blogging by Andrew Wickliffe

Tomb of Dracula (1972) #9


This issue starts with one of Tomb of Dracula’s most potent scares—Vince Colletta will be inking Gene Colan this issue. Beware all who enter. That said, it’s not as bad as I thought it’d be. Yes, Colletta ruins a bunch of panels, and he can’t do the shadows, but—at the very least—the art does have some kind of weird personality. The story’s also got a lot of personality, like writer Marv Wolfman going overboard with Dracula’s church-related panic attack but then doing a sublime tall tale recounting.

The action picks up—presumably—soon after last issue’s conclusion, which had Drac flying off into the night after he’d failed to resurrect an undead vampire zombie army. He starts this issue in the ocean, a group of young folks rescuing him and taking his wet, unconscious form to the only place in their village open at such an hour… the local church. Tomb of Dracula vampire logic allows vampires on holy ground, apparently, because it’s not until Dracula wakes up and sees the crosses all around him does he flip out. There’s a particularly poorly inked sequence where he tries to escape, eventually having to wait for the priest to open the front door.

Outside, instead of attacking the priest and the concerned locals, Dracula makes up a bullshit story to explain his condition, including lying to protect his pride. It’s reasonably subtle—especially for a Marvel comic—and very cool. He won’t accept help from the priest, but he will crash with one of the locals until he regains his strength.

Of course, he’s only got six hours until sunrise to regain his strength and get away to some good old Transylvania soil. So he goes to get something to eat, failing to realize turning one person in a confined village will soon lead to enough vampires everyone’s going to notice them feeding. Also, the priest sees some vampire activity and decides to get a lynching party together—the priest’s desperate to get his flock involved in church activities again, in whatever form.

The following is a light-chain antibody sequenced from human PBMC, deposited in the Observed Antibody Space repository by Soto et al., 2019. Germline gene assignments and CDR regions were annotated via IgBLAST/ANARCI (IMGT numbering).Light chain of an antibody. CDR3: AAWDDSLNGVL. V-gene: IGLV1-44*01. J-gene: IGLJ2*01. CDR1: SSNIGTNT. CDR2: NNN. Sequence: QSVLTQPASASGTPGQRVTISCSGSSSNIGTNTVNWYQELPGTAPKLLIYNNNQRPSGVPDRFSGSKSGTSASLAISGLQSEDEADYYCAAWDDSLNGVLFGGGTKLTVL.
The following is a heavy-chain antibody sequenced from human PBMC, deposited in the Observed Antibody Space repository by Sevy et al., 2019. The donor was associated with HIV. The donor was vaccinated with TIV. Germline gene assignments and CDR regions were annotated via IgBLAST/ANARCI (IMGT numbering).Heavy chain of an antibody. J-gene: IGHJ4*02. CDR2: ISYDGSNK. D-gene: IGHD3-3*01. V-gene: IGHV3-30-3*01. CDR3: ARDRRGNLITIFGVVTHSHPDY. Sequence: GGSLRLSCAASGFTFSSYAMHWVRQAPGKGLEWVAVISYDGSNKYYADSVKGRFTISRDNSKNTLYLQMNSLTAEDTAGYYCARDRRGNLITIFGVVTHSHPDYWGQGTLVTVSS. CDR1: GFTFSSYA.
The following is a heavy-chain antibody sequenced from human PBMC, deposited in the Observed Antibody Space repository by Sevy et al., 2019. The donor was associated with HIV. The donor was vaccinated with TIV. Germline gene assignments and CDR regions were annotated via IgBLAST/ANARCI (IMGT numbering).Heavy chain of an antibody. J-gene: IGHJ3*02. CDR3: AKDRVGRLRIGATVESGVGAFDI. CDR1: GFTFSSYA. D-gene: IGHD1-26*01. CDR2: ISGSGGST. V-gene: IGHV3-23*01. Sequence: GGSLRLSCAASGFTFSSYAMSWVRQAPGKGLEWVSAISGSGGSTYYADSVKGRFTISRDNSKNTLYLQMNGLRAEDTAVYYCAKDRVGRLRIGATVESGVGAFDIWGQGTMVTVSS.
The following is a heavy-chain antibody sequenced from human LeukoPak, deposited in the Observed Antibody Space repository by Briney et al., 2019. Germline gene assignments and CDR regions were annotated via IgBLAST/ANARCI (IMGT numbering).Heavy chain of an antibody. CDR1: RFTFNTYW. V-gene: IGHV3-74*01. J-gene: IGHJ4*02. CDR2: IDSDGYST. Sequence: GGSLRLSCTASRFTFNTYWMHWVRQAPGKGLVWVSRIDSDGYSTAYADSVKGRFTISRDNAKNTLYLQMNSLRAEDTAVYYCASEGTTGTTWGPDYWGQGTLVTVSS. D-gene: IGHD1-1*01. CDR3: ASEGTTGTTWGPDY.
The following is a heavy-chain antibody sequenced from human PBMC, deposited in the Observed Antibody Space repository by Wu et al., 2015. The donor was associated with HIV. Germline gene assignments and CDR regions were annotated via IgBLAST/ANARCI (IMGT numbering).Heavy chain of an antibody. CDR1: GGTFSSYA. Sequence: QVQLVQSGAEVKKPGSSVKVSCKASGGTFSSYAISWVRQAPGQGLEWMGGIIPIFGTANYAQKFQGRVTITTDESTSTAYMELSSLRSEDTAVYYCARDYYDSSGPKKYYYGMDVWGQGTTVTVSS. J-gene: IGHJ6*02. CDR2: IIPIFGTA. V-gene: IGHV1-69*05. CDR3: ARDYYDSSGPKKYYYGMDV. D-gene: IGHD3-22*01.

Meanwhile, Dracula makes a new friend in his rescuer, a young man named Dave, who doesn’t want to spend his life in a crappy English fishing village. It would feel like a done-in-one if it weren’t for the flashback tie-in to the last issue or the brief aside with the vampire hunters (immediately recovered from the little kids trying to kill them earlier in the evening).

It’s a nice issue, despite the overwriting, despite the Colletta. Wolfman keeps making Dracula more interesting a character; for instance, in this issue, he’s in the protagonist slot. Not even the abysmal inks of Vince Colletta can mortally wound Tomb of Dracula!

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